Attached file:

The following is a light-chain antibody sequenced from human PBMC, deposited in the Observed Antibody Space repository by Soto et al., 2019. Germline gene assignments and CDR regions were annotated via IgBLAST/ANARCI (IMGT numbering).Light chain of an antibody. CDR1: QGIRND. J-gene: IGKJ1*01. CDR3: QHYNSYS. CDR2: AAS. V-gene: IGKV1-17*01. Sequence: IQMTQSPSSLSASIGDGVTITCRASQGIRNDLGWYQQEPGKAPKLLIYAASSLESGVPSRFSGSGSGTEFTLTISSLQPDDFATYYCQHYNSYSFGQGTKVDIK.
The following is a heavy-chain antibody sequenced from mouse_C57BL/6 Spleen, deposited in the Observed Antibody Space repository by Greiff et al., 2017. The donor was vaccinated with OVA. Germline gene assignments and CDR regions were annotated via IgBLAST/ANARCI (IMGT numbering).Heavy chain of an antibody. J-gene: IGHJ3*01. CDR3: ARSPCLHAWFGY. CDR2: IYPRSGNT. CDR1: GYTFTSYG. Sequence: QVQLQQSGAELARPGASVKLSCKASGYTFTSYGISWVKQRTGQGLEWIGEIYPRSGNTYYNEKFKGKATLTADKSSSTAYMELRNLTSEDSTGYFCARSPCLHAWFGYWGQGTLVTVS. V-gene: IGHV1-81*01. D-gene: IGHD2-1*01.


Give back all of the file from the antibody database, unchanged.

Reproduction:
The following is a light-chain antibody sequenced from human PBMC, deposited in the Observed Antibody Space repository by Soto et al., 2019. Germline gene assignments and CDR regions were annotated via IgBLAST/ANARCI (IMGT numbering).Light chain of an antibody. CDR1: QGIRND. J-gene: IGKJ1*01. CDR3: QHYNSYS. CDR2: AAS. V-gene: IGKV1-17*01. Sequence: IQMTQSPSSLSASIGDGVTITCRASQGIRNDLGWYQQEPGKAPKLLIYAASSLESGVPSRFSGSGSGTEFTLTISSLQPDDFATYYCQHYNSYSFGQGTKVDIK.
The following is a heavy-chain antibody sequenced from mouse_C57BL/6 Spleen, deposited in the Observed Antibody Space repository by Greiff et al., 2017. The donor was vaccinated with OVA. Germline gene assignments and CDR regions were annotated via IgBLAST/ANARCI (IMGT numbering).Heavy chain of an antibody. J-gene: IGHJ3*01. CDR3: ARSPCLHAWFGY. CDR2: IYPRSGNT. CDR1: GYTFTSYG. Sequence: QVQLQQSGAELARPGASVKLSCKASGYTFTSYGISWVKQRTGQGLEWIGEIYPRSGNTYYNEKFKGKATLTADKSSSTAYMELRNLTSEDSTGYFCARSPCLHAWFGYWGQGTLVTVS. V-gene: IGHV1-81*01. D-gene: IGHD2-1*01.